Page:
We want to develop a certificate based on blockchain that ensures a car’s mileage data is correct. Last year, we started with a proof of concept and connected a real car to the blockchain. We installed a connectivity device in the car to read its mileage data. Using the connectivity device we then transmitted the data to a backend which is connected to a blockchain.
In addition, we developed an app for consumers that enables them to view the mileage history of their car. What’s more, users can access an online service to get a digital certificate indicating whether the mileage has been manipulated or not. Our minimal viable product is a complete IoT solution including a connectivity device that is connected to the car, an app for consumers, and a live service to certify the mileage data.
By using this live service, consumers can easily create a digital certificate for their cars and also share the information with other entities in order to create trust in the specific car data. Furthermore, we are collaborating with an original equipment manufacturer and have a fleet with about 100 cars in Germany and Switzerland that is connected to the blockchain. This is a field test and we are still working on the project, as the technology is not yet ready for the mass market.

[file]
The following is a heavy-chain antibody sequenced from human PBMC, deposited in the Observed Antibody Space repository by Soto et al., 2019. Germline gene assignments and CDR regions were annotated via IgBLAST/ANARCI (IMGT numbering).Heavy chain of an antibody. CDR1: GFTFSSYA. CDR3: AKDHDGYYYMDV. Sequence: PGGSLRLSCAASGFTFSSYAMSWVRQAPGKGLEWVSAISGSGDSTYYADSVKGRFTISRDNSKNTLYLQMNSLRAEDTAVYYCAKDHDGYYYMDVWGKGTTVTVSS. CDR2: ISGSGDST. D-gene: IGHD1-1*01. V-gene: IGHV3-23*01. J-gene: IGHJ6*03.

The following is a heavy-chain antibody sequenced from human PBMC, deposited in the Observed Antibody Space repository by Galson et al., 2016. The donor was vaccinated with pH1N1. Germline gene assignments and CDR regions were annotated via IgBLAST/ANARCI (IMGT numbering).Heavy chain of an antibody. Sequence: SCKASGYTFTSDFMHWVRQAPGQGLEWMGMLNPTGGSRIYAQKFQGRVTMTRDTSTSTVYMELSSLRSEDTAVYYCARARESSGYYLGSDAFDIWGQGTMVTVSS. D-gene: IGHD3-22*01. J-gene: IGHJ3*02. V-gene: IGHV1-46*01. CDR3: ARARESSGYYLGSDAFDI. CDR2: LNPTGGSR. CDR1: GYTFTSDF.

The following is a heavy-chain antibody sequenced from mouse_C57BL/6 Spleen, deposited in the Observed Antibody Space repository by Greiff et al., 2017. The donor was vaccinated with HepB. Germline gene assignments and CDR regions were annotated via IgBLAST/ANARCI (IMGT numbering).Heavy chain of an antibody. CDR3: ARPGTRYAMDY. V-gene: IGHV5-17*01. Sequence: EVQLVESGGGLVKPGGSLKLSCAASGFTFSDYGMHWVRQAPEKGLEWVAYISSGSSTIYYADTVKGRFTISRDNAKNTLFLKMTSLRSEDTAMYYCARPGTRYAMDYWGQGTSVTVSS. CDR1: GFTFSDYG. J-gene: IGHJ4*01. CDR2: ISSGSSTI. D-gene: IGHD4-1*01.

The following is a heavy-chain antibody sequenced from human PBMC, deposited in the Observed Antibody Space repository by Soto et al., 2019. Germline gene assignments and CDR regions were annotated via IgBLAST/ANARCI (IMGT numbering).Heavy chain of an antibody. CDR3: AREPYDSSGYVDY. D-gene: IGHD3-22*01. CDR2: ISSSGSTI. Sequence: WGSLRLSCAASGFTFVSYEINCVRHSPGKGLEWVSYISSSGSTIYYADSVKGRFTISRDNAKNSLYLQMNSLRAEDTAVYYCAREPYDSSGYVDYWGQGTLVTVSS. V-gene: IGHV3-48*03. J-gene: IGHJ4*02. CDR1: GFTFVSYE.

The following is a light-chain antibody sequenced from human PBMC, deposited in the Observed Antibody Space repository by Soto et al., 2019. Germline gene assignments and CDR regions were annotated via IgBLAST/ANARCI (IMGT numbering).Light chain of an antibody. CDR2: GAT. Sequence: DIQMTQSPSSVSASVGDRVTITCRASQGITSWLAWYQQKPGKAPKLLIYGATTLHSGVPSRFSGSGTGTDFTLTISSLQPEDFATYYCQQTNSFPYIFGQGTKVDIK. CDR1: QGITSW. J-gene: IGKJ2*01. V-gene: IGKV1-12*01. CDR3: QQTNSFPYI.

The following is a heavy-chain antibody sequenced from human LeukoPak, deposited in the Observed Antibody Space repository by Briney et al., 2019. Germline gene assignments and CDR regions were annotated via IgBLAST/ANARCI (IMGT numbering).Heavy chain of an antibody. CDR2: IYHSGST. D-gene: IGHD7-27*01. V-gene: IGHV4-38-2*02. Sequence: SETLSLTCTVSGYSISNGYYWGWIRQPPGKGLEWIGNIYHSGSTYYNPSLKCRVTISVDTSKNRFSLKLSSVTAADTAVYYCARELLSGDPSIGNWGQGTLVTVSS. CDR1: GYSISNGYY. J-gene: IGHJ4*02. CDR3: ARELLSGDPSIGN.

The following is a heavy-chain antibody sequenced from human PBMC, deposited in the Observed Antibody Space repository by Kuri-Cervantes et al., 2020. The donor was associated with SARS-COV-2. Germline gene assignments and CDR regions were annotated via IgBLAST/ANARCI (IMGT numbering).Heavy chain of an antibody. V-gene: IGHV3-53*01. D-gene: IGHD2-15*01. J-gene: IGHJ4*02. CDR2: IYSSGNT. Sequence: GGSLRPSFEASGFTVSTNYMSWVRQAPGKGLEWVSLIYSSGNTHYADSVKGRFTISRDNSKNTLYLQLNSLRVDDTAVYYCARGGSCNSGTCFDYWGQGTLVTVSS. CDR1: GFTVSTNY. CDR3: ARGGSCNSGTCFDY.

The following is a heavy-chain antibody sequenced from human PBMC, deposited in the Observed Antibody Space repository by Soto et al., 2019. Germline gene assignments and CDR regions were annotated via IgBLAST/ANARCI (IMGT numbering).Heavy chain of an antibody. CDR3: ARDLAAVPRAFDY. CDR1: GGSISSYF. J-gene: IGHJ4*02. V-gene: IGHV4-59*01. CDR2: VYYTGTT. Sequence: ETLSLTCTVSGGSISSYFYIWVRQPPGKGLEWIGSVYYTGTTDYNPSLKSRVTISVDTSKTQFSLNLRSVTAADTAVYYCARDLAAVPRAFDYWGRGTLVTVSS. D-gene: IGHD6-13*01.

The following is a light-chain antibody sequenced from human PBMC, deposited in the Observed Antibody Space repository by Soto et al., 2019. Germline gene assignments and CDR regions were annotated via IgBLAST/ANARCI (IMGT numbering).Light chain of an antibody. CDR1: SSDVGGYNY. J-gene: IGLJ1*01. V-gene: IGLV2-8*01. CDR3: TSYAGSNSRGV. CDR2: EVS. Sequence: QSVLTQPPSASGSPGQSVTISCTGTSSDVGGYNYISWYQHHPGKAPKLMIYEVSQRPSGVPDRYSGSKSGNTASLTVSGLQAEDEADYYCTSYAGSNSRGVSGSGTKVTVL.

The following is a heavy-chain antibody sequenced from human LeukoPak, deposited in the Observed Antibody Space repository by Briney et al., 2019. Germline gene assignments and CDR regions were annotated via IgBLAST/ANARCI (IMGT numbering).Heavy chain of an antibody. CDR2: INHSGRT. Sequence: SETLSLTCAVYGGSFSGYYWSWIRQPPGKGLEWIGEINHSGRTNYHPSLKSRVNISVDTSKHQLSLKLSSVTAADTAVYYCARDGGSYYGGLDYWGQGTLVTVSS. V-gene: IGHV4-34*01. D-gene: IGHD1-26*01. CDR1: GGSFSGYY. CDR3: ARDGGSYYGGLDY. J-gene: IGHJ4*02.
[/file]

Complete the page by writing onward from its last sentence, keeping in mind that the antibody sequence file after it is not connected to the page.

Given that blockchain is a fairly new technology are you facing any challenges?
With blockchain technology being quite new – especially in the IoT – we are encountering some challenges. One, for example, is that the blockchain technology must be highly scalable. It must support millions of cars around the world that are connected to the blockchain database. At the moment, this is not really possible because the technology is quite slow. Another challenge is the cost of using the existing blockchain technology. It is open source, which means it can be used and explored for free.
But for each transaction a fee must be paid to use the public blockchain – each and every time data is transmitted to the blockchain database. These costs are hard to predict. If millions of cars were to be connected to the blockchain, huge costs would be incurred each time data was transmitted to the mileage database. We are currently trying to figure out how to reduce such costs for this use case.
Bosch IoT Lab
The Bosch Internet of Things and Services Lab has been formally opened in September 2012. It is a cooperation between the University of St. Gallen and the Bosch Group. Both organizations agree that the cooperation between academia and industry is an ideal setting to explore the opportunities the Internet of Things will provide.
What are the next milestones in your project to get the blockchain-based certificate market ready?
The technology as such is working – which is great. The next step is to evaluate the business model. To do this, we will involve our partners such as OEMs, TÜV Rheinland and other IoT and Blockchain companies. In addition, we will continue to expand our ecosystem with partners, consumers, and customers. We want to ensure that we get a broad range of market feedback about the benefits and challenges of using blockchain for this use case. Stay tuned!